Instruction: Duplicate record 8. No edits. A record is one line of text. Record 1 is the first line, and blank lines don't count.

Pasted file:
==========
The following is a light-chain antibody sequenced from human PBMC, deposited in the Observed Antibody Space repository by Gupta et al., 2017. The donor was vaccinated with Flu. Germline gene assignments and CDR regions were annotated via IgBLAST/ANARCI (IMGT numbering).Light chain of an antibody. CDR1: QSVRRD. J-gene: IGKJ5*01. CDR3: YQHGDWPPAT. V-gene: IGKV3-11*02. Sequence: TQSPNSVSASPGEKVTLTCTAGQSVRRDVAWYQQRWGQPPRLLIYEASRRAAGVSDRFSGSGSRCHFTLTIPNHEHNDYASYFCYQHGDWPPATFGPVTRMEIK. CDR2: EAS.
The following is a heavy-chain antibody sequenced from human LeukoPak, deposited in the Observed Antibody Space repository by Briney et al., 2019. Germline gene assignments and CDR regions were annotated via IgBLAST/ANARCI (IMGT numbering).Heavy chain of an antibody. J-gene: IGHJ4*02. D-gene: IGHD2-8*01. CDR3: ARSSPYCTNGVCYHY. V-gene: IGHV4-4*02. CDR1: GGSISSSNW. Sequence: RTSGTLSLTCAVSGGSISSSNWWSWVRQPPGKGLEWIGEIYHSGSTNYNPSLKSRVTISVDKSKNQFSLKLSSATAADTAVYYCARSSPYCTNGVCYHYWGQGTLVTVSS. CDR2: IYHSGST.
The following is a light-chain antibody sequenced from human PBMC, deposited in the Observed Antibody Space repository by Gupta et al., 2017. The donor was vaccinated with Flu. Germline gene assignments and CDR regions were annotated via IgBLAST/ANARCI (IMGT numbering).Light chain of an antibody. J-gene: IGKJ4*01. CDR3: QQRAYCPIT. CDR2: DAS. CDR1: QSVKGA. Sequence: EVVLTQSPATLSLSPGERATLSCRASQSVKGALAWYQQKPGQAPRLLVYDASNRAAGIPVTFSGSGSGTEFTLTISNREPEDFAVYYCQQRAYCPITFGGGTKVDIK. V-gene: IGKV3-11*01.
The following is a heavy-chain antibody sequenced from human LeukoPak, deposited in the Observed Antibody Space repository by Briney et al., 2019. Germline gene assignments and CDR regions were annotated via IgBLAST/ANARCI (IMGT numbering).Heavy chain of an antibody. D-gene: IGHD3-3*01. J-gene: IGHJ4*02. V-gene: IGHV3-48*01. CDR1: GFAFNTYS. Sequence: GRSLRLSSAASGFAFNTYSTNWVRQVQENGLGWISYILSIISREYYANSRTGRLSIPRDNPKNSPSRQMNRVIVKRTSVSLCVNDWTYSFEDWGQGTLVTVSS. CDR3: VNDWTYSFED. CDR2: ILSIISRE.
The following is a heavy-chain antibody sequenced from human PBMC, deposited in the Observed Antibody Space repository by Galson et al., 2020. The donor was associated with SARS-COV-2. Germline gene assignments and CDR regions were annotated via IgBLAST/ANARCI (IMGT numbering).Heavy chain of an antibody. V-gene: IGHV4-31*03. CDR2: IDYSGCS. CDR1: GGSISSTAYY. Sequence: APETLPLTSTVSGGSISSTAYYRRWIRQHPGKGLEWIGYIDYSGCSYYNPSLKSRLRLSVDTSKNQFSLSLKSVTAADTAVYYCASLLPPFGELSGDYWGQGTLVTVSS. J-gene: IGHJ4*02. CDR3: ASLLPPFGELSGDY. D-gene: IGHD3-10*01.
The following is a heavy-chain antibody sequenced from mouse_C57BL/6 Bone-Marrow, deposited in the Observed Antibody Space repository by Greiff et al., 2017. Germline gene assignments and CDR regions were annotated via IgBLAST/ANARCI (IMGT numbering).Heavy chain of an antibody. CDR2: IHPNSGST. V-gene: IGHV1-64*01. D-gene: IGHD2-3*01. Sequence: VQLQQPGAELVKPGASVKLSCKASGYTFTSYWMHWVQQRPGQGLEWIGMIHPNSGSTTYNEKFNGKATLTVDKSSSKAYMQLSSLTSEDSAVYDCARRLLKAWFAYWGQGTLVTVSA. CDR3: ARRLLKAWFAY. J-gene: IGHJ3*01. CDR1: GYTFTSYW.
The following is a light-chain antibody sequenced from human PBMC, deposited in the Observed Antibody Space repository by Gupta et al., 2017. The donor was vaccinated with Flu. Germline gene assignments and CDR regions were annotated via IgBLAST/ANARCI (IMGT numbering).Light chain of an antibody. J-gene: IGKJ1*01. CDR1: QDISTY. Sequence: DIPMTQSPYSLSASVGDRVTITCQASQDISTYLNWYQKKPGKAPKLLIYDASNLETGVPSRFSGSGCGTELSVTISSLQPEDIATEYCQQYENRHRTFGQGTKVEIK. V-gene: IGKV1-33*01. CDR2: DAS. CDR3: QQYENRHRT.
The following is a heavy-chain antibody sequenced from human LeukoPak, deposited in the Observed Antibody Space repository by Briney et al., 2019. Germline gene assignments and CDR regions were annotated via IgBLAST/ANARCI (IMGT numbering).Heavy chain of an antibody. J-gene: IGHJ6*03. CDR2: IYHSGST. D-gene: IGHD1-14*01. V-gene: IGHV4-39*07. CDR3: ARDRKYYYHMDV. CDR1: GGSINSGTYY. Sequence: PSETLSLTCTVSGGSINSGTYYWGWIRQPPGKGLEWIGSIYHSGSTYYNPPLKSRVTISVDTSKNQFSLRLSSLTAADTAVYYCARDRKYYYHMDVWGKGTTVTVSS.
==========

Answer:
The following is a heavy-chain antibody sequenced from human LeukoPak, deposited in the Observed Antibody Space repository by Briney et al., 2019. Germline gene assignments and CDR regions were annotated via IgBLAST/ANARCI (IMGT numbering).Heavy chain of an antibody. J-gene: IGHJ6*03. CDR2: IYHSGST. D-gene: IGHD1-14*01. V-gene: IGHV4-39*07. CDR3: ARDRKYYYHMDV. CDR1: GGSINSGTYY. Sequence: PSETLSLTCTVSGGSINSGTYYWGWIRQPPGKGLEWIGSIYHSGSTYYNPPLKSRVTISVDTSKNQFSLRLSSLTAADTAVYYCARDRKYYYHMDVWGKGTTVTVSS.